Regularized horseshoe prior for latent factor-loadings matrix? (in latent factor analysis)

Hi, I found there were various discussions on prior selections like this, but I could not find a clear answer about it, especially related to horseshoe prior for latent factor analysis.

The main reason that I am looking for this is to find a substitute for Bhattacharya & D. B. Dunson, 2011 to implement in Stan.

Piironen & Vehtari, 2017 was very helpful, but I got stuck expanding the regularized horseshoe prior to a prior for factor-loadings matrix.

For example, a simple latent factor model can be described as

\mathbf{y_i} = \mathbf{ \Lambda} \mathbf{\eta_i} + \mathbf{\epsilon_i}, \: \mathbf{\epsilon_i} \sim N_p(0, \mathbf{\Sigma})

where \mathbf{y_i} =[y_{i1}, ..., y_{ip}]^T, \mathbf{\eta_i} is a vector with k latent factors, \mathbf{ \Lambda} is p x k factor loadings matrix, and \mathbf{\Sigma} = diag(\sigma_1^2, ..., \sigma_p^2).

My plan was to combine multiple vectors generated from horseshoe function (implemented in brms)

functions {
  vector horseshoe(vector zb, vector[] local, real[] global,
                   real scale_global, real c2) {
    int K = rows(zb);
    vector[K] lambda = local[1] .* sqrt(local[2]);
    vector[K] lambda2 = square(lambda);
    real tau = global[1] * sqrt(global[2]) * scale_global;
    vector[K] lambda_tilde = sqrt(c2 * lambda2 ./ (c2 + tau^2 * lambda2));
    return zb .* lambda_tilde * tau;

in a column-wise fashion like this (dimension of sigma is not appropriate here).

for (k in 1:K){
    factor_loading[:,k] = horseshoe(zb[k], hs_local1[k], hs_local2[k], hs_global1[k], hs_global2[k], hs_scale_global * sigma[k], hs_scale_slab^2 * hs_c2[k]);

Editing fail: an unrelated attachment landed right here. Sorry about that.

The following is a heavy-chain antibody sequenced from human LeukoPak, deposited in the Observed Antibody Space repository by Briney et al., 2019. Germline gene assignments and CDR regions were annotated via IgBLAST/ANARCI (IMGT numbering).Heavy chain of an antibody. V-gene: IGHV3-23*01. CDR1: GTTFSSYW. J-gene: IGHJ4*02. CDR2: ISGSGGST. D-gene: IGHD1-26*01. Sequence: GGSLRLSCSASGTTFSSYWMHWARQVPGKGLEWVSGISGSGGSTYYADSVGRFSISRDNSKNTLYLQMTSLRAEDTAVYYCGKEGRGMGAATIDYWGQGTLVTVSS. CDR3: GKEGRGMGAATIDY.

I am wondering,
1. Is it valid to do so to generate a factor-loadings matrix?
2. In this case, how can I deal with sigma, which is now a vector, when calculating tau?

Thank you in advance for your comments.


I did not find a solution, and I abandonned the idea, I’m good with a limited number of factors. The thought I had about it :

By implementing such a prior, we remove the constraints on the loading matrix that make it identifiable (basically upper diag zero loadings and positive diagonal). I read some articles in which they relaxed a little bit these constraints, but I did not find these really interesting.

I have the strong feeling that pushing loadings toward zero in a unsupervized way would lead to non identifiable model : multiple loading matrix with different combinations of zero would be equivalent without constraints. In the Bhattacharya and Dunson paper, the higher the index of a loading column was, the higher it was shrinked.

Good success in your research!

Hi, @ldeschamps.
Thanks for the comment.
I was kind of hoping for your comment.

Then, what model did you end up with?
And did you try to implement horseshoe prior that is not regularized? If so, how did it perform?